Lessons for Leaders from Artists: Chihuly Exhibit

The highly popular exhibit, “Chihuly: Through the Looking Glass’’ closed not too long ago at Boston’s Museum of Fine Arts.  Long lines of visitors waited eagerly to experience the artist’s elaborately theatrical imagination and his multicolored fantasies.  And I of course was one of them.

While absorbing the incredible glass creations of color, shapes and sizes, I realized that the  life and experience of Dale Chihuly provides many important lessons for creative leaders:

  1.  Artists learn from anyone anywhere.  Chihuly studied and learned formally at Rhode Island School of Design and from masters in Venice and around the world.  He was also inspired by nature, Native American Indian basket and blanket design, his brother’s red roadster, or a neon sign over the bar where his mother sometimes worked.  According to a Boston Globe article, he was fascinated by the way the color flickered and steamed in the rain when he showed up to fetch her home.  Leaders too can study nature, observe closely and look beyond their own culture for ideas and to learn.  They must also be open to where new learning may take them.
  2. Artists think expansively and experiment.  Chihuly’s sights are set not just on what he can put on a sculpture stand.  He also focuses on what he can create to change the character of the space where the sculpture is located — a room, house, field, or waterway. Early on, he worked not just in glass but also in many different mediums, such as neon, dry ice, and experimental plastics.  Leaders also must think beyond their immediate environment and be willing to try new things, while still considering how a new direction can change the character of the organization.
  3. Artists must have a thick skin.  Called by some as a “master of color and light” and a major American artist, Chihuly has also been accused of frivolity and superficiality.   Because he is passionate about his art, his attitude toward critique is “there is nothing any artist can do about people who dislike his work.”  Leaders also must walk a fine line between listening to feedback and being bold and courageous with new ideas.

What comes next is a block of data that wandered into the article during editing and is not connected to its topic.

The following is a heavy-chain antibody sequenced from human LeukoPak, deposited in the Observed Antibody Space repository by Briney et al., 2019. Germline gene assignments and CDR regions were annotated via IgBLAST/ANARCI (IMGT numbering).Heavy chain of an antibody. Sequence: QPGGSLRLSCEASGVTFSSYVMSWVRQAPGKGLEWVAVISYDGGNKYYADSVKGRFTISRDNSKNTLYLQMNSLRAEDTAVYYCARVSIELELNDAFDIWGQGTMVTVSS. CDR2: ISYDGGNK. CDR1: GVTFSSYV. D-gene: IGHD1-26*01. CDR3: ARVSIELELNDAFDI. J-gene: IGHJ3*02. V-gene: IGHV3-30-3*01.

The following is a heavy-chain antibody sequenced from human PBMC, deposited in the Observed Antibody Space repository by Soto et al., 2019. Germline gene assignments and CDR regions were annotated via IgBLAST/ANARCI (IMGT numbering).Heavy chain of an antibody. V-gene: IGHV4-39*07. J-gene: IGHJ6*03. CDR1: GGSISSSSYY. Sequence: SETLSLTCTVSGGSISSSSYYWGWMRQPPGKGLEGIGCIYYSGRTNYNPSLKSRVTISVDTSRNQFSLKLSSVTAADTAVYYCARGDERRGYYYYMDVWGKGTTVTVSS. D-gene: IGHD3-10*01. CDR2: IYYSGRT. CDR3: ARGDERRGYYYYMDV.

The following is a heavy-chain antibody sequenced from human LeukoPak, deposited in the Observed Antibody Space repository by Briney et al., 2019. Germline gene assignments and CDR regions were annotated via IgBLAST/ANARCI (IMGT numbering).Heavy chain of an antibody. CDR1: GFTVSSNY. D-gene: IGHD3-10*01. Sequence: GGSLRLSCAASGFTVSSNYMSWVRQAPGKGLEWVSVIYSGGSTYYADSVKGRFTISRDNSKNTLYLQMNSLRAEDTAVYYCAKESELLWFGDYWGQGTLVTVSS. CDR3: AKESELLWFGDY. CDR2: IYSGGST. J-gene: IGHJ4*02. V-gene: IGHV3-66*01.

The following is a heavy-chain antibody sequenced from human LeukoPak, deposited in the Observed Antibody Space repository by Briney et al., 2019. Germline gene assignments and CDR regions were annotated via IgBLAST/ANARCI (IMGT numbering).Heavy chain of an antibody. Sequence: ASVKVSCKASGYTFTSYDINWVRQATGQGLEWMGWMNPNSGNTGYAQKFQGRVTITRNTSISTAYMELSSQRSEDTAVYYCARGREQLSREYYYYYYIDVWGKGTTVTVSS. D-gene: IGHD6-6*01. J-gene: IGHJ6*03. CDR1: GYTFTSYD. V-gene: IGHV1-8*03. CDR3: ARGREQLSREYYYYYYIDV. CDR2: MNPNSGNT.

4. The art and science of creativity is in the execution.  Chihuly has been quoted as saying, “with an idea, the interesting thing is to make it work.”  As I have said many times before, leaders who figure out how to get an idea implemented can be just as creative as those who come up with the idea in the first place.
  5. The life of an artist is not easy.   Chihuly suffered through the early deaths of his father and brother, loss of an eye and bodily injuries through accidents, and took his time getting through school.  He responded to these challenges with hard work, determination, and developing a glass blowing team to create his masterpieces, instead of as a solo artist.  Neither is it easy to be a leader.  But building a team they can trust will enable leaders to became a choreographer, not dancer, an architect, not builder.

Did you see the exhibit or have you seen any of Chihuly’s works?  If so, do you have any more lessons for leaders to add to the list?

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